Religious Freedom Matters

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David Aikman

Foreign embassies tend to listen to public outcry for religious liberty.

Each year since 1999, the U.S. Department of State has issued a very interesting document: the International Religious Freedom report. It is released by the Bureau of Democracy, Human Rights and Labor, one of several bureaus in the State Department presided over by an assistant secretary of state.

But it took an act of Congress, the International Religious Freedom Act of 1998, to convince the executive branch of the U.S. government that religious freedom actually matters. The act also created a specific job in the State Department that had not existed: the Ambassador-at-Large for International Religious Freedom.

The current holder of the title is John Hanford III, who has years of experience on Capitol Hill intervening with foreign embassies in specific religious-freedom cases.

The current report, for 2004, released in mid-September, is the best yet. If you want to know details of the suppression of, say, the Christian church in Laos or the followers of Bahai in Iran, or the unpleasant restrictions upon evangelicals in, of all places, Belgium, this is the resource for you.

Amounting to some 700 pages of very small print and probably several hundred thousand words, the International Religious Freedom report is not exactly bedtime reading. But in its degree of detail, in the even-handedness of its reporting (improvements as well as deteriorations in religious freedom are noted) and in the ecumenicity of its coverage, the report is an exemplary exhibit of the U.S. government’s doing something truly well.

Hundreds of human-rights officers at embassies and consulates all over the world participated in the reporting. In Washington, Hanford’s staff carefully sifted through it all.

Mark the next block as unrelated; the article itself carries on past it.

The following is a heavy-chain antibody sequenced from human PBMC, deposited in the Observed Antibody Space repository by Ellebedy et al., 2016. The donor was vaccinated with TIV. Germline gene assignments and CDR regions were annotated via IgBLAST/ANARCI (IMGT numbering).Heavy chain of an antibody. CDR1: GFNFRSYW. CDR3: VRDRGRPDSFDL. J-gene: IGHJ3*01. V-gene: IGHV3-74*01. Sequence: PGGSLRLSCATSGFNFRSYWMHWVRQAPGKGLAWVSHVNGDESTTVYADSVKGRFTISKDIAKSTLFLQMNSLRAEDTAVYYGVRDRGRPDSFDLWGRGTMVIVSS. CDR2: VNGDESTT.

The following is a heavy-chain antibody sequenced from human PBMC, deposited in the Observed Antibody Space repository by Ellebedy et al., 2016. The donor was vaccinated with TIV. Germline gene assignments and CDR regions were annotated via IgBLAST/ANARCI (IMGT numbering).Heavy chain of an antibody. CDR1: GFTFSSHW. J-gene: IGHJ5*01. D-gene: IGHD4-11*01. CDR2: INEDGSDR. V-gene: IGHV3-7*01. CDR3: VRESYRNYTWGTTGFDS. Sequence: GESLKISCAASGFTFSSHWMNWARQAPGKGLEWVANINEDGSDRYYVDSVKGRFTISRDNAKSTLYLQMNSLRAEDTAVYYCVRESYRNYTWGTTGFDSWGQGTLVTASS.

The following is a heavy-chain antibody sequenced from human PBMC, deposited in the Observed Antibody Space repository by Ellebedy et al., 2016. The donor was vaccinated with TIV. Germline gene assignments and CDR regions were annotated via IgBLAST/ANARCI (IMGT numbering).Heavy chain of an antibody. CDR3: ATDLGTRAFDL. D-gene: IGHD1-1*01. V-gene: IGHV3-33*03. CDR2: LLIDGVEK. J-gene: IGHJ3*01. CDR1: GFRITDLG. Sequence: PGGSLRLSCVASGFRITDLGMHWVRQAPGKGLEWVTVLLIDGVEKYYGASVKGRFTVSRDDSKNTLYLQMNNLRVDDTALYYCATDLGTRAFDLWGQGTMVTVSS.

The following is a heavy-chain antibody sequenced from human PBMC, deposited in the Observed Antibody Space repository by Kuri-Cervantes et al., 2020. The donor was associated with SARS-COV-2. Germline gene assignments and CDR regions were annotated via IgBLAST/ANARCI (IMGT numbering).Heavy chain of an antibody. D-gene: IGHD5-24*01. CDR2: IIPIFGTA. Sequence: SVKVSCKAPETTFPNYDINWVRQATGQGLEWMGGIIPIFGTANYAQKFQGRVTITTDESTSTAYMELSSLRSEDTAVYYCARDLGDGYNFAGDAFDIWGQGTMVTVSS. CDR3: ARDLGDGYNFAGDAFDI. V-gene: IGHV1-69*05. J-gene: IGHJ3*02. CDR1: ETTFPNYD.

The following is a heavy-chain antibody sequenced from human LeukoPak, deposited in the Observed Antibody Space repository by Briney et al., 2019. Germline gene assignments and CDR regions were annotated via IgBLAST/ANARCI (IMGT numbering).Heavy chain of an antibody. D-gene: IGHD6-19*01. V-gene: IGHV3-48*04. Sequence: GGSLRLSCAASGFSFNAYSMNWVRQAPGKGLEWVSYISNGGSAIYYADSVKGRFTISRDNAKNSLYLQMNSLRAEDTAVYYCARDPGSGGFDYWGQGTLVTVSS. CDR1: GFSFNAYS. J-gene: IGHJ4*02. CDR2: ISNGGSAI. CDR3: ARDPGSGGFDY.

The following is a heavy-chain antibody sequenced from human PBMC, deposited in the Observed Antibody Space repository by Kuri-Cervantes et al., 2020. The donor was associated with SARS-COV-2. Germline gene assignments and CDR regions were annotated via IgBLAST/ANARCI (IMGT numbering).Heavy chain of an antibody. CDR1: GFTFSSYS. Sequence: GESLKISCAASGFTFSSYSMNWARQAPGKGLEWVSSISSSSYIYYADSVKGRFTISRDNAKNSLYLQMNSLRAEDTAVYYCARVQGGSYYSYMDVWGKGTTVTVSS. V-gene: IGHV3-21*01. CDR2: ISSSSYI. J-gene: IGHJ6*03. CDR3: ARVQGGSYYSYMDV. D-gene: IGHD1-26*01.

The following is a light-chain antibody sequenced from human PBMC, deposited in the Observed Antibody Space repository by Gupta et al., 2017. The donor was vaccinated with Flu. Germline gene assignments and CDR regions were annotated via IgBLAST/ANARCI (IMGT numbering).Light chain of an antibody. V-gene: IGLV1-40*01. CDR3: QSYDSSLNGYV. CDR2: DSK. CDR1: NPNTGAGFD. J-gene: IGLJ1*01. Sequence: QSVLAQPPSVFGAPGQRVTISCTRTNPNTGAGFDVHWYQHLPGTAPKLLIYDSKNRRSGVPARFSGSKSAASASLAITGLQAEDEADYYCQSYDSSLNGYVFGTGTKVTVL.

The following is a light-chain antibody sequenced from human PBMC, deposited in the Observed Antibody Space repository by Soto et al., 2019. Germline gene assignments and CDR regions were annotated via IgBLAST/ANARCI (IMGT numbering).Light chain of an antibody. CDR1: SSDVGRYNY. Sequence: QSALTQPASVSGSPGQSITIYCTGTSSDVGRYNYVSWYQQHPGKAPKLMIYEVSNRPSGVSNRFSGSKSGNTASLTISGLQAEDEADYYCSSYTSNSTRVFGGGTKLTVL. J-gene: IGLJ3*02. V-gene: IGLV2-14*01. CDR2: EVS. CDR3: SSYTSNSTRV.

The report speaks volumes. It says that religious freedom matters so much to the U.S. government that it is prepared to spend millions of dollars annually investigating every aspect of the condition of religious freedom in every country.

The “Executive Summary” alone, for example, focuses on several “countries of particular concern,” which notably include China and North Korea, and itemizes more than 30 specific states where conditions of religious liberty are seriously imperiled.

Under the section “State Hostility Towards Minority or Non-Approved Religions,” the report ropes in Saudi Arabia, saying bluntly that “freedom of religion does not exist”; Pakistan, where “the government imposes limits”; Sudan, where “particularly severe violations of religious freedom” exist; and Uzbekistan, where it’s noted that “serious abuses of religious freedom” occur.

There are some subtle distinctions pointed out as well. The report notes that “state neglect of societal discrimination against, or persecution of, minority religions” is different from “discriminatory legislation or policies prejudicial to certain religions”–a section that, interestingly, includes Israel. It also brings attention to actions of “denouncing certain religions by affiliating them with dangerous cults or sects,” referencing Belgium, France and Germany as examples.

Christians sometimes think that conditions of religious freedom in various parts of the world are not affected by what the American government or private agencies in the United States say or do. Not true.

When Chinese Premier Wen Jiabao made his first official visit to Washington in December 2003, President Bush specifically took up with him the issue of religious liberty in China. A persistent drumbeat of complaint from private citizens is particularly annoying to foreign embassies, which are normally obliged to report local public opinion back to their governments. But it yields results.

Do you remember Zhang Yinan, the Chinese Christian intellectual I wrote about in August who was arrested in September 2003 and sentenced to labor camp for something he wrote in a private prayer journal? The local authorities have begun to feel the heat from China’s central government over his case and are seeking a face-saving way to release him.

Almost certainly, this came about because the United States and private bodies complained to the Chinese about his arrest.

Keep praying for those in prison (see Heb. 13:3) and don’t stop sending those cards and letters. People read them.

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